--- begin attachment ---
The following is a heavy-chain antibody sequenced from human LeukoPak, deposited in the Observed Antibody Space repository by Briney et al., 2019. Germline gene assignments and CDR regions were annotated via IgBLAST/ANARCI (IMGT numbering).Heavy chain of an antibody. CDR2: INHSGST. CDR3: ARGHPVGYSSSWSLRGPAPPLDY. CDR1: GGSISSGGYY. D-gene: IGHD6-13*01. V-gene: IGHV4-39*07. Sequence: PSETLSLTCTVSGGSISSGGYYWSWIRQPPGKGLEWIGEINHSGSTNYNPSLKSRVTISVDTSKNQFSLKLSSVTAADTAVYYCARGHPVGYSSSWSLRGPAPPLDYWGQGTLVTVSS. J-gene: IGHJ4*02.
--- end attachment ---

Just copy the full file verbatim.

The following is a heavy-chain antibody sequenced from human LeukoPak, deposited in the Observed Antibody Space repository by Briney et al., 2019. Germline gene assignments and CDR regions were annotated via IgBLAST/ANARCI (IMGT numbering).Heavy chain of an antibody. CDR2: INHSGST. CDR3: ARGHPVGYSSSWSLRGPAPPLDY. CDR1: GGSISSGGYY. D-gene: IGHD6-13*01. V-gene: IGHV4-39*07. Sequence: PSETLSLTCTVSGGSISSGGYYWSWIRQPPGKGLEWIGEINHSGSTNYNPSLKSRVTISVDTSKNQFSLKLSSVTAADTAVYYCARGHPVGYSSSWSLRGPAPPLDYWGQGTLVTVSS. J-gene: IGHJ4*02.